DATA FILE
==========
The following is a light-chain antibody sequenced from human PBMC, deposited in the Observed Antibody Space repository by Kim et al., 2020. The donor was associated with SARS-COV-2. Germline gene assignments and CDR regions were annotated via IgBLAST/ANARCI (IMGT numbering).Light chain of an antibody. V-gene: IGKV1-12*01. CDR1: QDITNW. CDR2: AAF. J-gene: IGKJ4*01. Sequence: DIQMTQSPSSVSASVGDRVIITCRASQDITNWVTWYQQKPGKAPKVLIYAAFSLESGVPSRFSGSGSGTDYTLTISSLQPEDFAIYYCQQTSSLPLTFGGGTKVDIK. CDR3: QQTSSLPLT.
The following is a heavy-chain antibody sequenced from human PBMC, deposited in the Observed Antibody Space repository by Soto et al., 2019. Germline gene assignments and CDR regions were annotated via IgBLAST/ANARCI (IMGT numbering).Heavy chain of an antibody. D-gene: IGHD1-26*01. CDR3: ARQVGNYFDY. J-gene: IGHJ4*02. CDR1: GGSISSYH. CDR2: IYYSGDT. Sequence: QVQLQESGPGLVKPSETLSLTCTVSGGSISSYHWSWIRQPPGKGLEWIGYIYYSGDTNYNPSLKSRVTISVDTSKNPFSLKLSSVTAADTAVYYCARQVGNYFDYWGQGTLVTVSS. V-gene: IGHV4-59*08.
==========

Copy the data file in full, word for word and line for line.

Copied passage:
The following is a light-chain antibody sequenced from human PBMC, deposited in the Observed Antibody Space repository by Kim et al., 2020. The donor was associated with SARS-COV-2. Germline gene assignments and CDR regions were annotated via IgBLAST/ANARCI (IMGT numbering).Light chain of an antibody. V-gene: IGKV1-12*01. CDR1: QDITNW. CDR2: AAF. J-gene: IGKJ4*01. Sequence: DIQMTQSPSSVSASVGDRVIITCRASQDITNWVTWYQQKPGKAPKVLIYAAFSLESGVPSRFSGSGSGTDYTLTISSLQPEDFAIYYCQQTSSLPLTFGGGTKVDIK. CDR3: QQTSSLPLT.
The following is a heavy-chain antibody sequenced from human PBMC, deposited in the Observed Antibody Space repository by Soto et al., 2019. Germline gene assignments and CDR regions were annotated via IgBLAST/ANARCI (IMGT numbering).Heavy chain of an antibody. D-gene: IGHD1-26*01. CDR3: ARQVGNYFDY. J-gene: IGHJ4*02. CDR1: GGSISSYH. CDR2: IYYSGDT. Sequence: QVQLQESGPGLVKPSETLSLTCTVSGGSISSYHWSWIRQPPGKGLEWIGYIYYSGDTNYNPSLKSRVTISVDTSKNPFSLKLSSVTAADTAVYYCARQVGNYFDYWGQGTLVTVSS. V-gene: IGHV4-59*08.